Nets Lose a Tough One in Indiana, 97-96
It was a competitive game through the first half. Brooklyn led most of the way, but Indiana refused to go away. Thirteen first-half turnovers by the Pacers allowed the Nets to stay in the game. Their defense looked sharp – superstar Paul George was held to just nine points and 1-3 shooting from behind the arc. Brooklyn headed into the second half down by just two.
Brooklyn did a nice job of battling back in the third quarter after a bad start. They began to fall apart on defense, allowing the Pacers to build a lead that once climbed all the way to 11 points. Then, Shaun Livingston checked back in and the Nets somehow crawled their way back into the game. Brooklyn went on a 7-0 run and Livingston scored eight straight points for the Nets, who entered the fourth quarter trailing by just two points.
In the fourth, the Nets remained competitive on the shoulders of Livingston. Things got out of hand with about four minutes left, as the refs (who, to be fair, were inconsistent all night) made several questionable calls against the Nets that allowed Indiana to open up a six-point lead from which Brooklyn never recovered.
Joe Johnson, the much-maligned All-Star, clutch as always, hit a big three-pointer with 8.5 seconds left on the clock to make the score 94-93. David West nailed two free throws to make it 96-93 with 7.6 remaining.
We all know who got the ball at that point, right?
Nope. There was no Joe Jesus tonight – he never got the chance. Instead, the Nets inbounded to Paul Pierce, who immediately chucked up a contested three that missed everything. West hit another free throw, making it 97-93 with 4.2 left.
Deron Williams hit a three with 0.4 left (just his third made shot of the night) to bring the Nets within one point. But it was too little, too late as the bucket came with just 0.4 seconds left on the clock.
Game over. The Pacers completed their season sweep of Brooklyn, which has now lost three games in a row and drops to 20-25.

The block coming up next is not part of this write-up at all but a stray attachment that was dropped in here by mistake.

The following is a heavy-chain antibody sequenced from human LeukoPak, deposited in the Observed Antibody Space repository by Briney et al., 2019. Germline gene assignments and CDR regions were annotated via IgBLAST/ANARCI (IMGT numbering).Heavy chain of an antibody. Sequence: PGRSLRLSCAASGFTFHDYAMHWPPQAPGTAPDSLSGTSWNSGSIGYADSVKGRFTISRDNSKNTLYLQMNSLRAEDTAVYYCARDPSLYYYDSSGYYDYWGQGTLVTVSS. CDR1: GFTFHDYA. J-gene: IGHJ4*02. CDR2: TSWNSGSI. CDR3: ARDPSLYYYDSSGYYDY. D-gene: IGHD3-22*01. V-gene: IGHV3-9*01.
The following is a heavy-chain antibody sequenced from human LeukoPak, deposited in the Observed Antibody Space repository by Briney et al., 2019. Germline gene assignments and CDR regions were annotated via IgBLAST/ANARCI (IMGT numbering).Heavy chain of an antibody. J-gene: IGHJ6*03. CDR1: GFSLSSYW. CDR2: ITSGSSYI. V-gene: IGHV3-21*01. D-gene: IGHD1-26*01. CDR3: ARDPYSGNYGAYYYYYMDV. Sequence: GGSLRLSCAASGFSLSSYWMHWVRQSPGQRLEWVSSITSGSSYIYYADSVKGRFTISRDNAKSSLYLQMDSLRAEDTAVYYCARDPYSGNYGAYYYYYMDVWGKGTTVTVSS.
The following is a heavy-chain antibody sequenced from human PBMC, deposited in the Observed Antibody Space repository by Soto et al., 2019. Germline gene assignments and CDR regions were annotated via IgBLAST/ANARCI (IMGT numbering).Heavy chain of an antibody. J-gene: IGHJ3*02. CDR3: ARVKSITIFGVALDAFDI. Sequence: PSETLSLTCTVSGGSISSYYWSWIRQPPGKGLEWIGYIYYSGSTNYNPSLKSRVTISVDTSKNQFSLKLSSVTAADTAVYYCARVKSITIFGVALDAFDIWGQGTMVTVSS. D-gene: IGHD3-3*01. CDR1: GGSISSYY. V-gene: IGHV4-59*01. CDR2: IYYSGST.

Livingston was one of the few bright spots tonight. On 10-18 shooting, S-Dot dropped 24 points and almost singlehandedly kept Brooklyn alive in the second half. He has become masterful on his close-range jumpshot, hitting it seemingly every time. At 6'7" and with a wingspan of 6'11", Livingston's jumper is nearly unguardable at the top of its release.
He's truly been one of the very few positive stories of this Nets season. He's the unlikely leader on a team that's desperately needed one all year. He plays with heart night in and night out, and tonight it showed up in the box score. Given his low contract, Livingston has been the Nets' most valuable player this season, bar none. This franchise will be kicking itself for years if they let him go this summer.
Meanwhile, Brooklyn's other point guard (the one who has a $98 million contract) was horrid tonight. It was another atrocious game for Williams, who scored 13 points on an awful 3-12 shooting. In his return to the starting lineup, he looked terrible in every aspect of his game – especially on offense.
He forced shots and looked totally lost out there. He looked slow and lacking in confidence. One has to wonder if there's something still wrong with his ankles.
One truly disturbing trend has been the Nets' rebounding. Over their past two games, they've only grabbed 17 and 27 rebounds. Granted, they've played against the third and sixth best rebounding teams in the NBA, but they still need to at least compete on the glass. Getting outrebounded 41-17 (an all-time NBA low) and 46-27 is not going to cut it.
If the deal with the Houston Rockets to send Williams in exchange for Jeremy Lin and Omer Asik is still on the table, they should not hesitate in pulling the trigger on that. Not only is Asik a great rebounder, but he's also a very good interior defender. And can you imagine a Livingston - Lin backcourt? They'd play like a dream together. The Nets could even get one more piece in there – maybe a low draft pick or someone like Aaron Brooks or Greg Smith (both cheap expiring contracts).
Just saying, Daryl Morey. You know you want another superstar.
Two other Nets that had good games were Kevin Garnett and Mason Plumlee. Garnett had a double-double (12 points, 10 rebounds) on 6-9 shooting. Plumlee was all over the place, flying up and down the court en route to six points, two rebounds, three steals and four blocks. Pierce, despite the late-game gaffe, also chipped in with 15 points and six assists – his defense and active hands proved to be factors.
All told, the Nets played a competitive game against an Indiana team that is the best in the conference and pushing to be the best in the league. They were coming off a blowout loss at home to play on the road in a different time zone against perhaps the toughest, brawniest team in the league. A loss is a loss, and I'm not a big advocate for "moral victories," but at least this time they kept it entertaining. They get a break in their next game, when they play the Philadelphia 76ers at home on Monday night.
Final Score: 97-96, Pacers.
Most Disappointing Stat of the Game: Deron Williams – $98 million, 3-12 shooting.
Promising Stat of the Game: Livingston was terrific: 24 points on 10-18 shooting.
Scariest Moment of the Game: Going down by 11 to begin the third quarter after only trailing by two.
Best Moment of the Game: Livingston scoring eight straight for Brooklyn to spur a near-comeback.